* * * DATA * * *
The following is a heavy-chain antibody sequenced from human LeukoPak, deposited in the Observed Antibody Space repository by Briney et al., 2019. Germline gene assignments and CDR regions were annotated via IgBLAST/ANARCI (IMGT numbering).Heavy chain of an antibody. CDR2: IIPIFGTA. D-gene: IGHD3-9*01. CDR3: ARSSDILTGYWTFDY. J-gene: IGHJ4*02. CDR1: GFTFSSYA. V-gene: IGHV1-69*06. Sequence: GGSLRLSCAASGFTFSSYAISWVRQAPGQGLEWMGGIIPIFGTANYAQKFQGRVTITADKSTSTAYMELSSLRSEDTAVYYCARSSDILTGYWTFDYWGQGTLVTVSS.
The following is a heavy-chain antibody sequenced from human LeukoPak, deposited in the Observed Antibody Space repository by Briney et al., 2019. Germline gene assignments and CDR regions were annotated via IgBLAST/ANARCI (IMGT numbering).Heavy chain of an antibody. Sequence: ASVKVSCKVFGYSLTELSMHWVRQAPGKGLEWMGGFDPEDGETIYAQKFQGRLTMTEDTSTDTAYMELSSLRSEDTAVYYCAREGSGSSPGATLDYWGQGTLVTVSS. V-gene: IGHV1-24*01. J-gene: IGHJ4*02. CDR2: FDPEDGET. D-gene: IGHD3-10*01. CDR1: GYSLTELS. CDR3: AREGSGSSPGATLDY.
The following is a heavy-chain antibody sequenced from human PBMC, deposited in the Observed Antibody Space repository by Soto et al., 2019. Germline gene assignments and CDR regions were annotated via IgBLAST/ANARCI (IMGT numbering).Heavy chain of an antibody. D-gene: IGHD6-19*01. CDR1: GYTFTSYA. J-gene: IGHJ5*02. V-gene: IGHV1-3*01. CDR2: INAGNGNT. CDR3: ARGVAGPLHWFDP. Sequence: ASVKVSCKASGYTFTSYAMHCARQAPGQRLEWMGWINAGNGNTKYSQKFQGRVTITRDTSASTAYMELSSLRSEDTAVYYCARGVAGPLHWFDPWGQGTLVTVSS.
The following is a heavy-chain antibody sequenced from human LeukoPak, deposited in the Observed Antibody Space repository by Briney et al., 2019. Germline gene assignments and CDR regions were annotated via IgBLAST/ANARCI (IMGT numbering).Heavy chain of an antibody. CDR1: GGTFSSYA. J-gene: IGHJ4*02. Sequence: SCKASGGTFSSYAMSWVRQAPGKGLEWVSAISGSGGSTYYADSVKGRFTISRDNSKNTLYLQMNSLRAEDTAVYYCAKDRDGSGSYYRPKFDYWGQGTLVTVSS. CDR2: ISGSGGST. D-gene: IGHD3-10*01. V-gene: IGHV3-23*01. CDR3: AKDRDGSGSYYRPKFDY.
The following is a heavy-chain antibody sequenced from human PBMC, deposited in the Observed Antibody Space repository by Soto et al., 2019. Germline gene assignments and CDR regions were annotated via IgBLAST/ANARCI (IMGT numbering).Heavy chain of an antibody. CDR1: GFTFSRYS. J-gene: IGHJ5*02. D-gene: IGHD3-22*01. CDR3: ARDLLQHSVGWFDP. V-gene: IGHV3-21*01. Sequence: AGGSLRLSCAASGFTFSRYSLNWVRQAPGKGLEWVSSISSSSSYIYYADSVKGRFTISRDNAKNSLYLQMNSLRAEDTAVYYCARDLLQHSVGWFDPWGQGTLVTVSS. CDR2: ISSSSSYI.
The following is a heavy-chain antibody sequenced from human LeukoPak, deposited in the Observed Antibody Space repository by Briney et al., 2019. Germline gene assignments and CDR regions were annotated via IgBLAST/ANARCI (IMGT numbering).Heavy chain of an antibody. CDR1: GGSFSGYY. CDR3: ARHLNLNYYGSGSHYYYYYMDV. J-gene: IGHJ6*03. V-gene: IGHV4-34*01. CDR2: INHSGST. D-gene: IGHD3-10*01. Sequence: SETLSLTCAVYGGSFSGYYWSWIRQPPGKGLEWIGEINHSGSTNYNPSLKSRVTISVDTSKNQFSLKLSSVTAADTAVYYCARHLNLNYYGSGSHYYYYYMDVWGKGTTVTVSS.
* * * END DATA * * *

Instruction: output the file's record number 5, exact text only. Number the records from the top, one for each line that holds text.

The following is a heavy-chain antibody sequenced from human PBMC, deposited in the Observed Antibody Space repository by Soto et al., 2019. Germline gene assignments and CDR regions were annotated via IgBLAST/ANARCI (IMGT numbering).Heavy chain of an antibody. CDR1: GFTFSRYS. J-gene: IGHJ5*02. D-gene: IGHD3-22*01. CDR3: ARDLLQHSVGWFDP. V-gene: IGHV3-21*01. Sequence: AGGSLRLSCAASGFTFSRYSLNWVRQAPGKGLEWVSSISSSSSYIYYADSVKGRFTISRDNAKNSLYLQMNSLRAEDTAVYYCARDLLQHSVGWFDPWGQGTLVTVSS. CDR2: ISSSSSYI.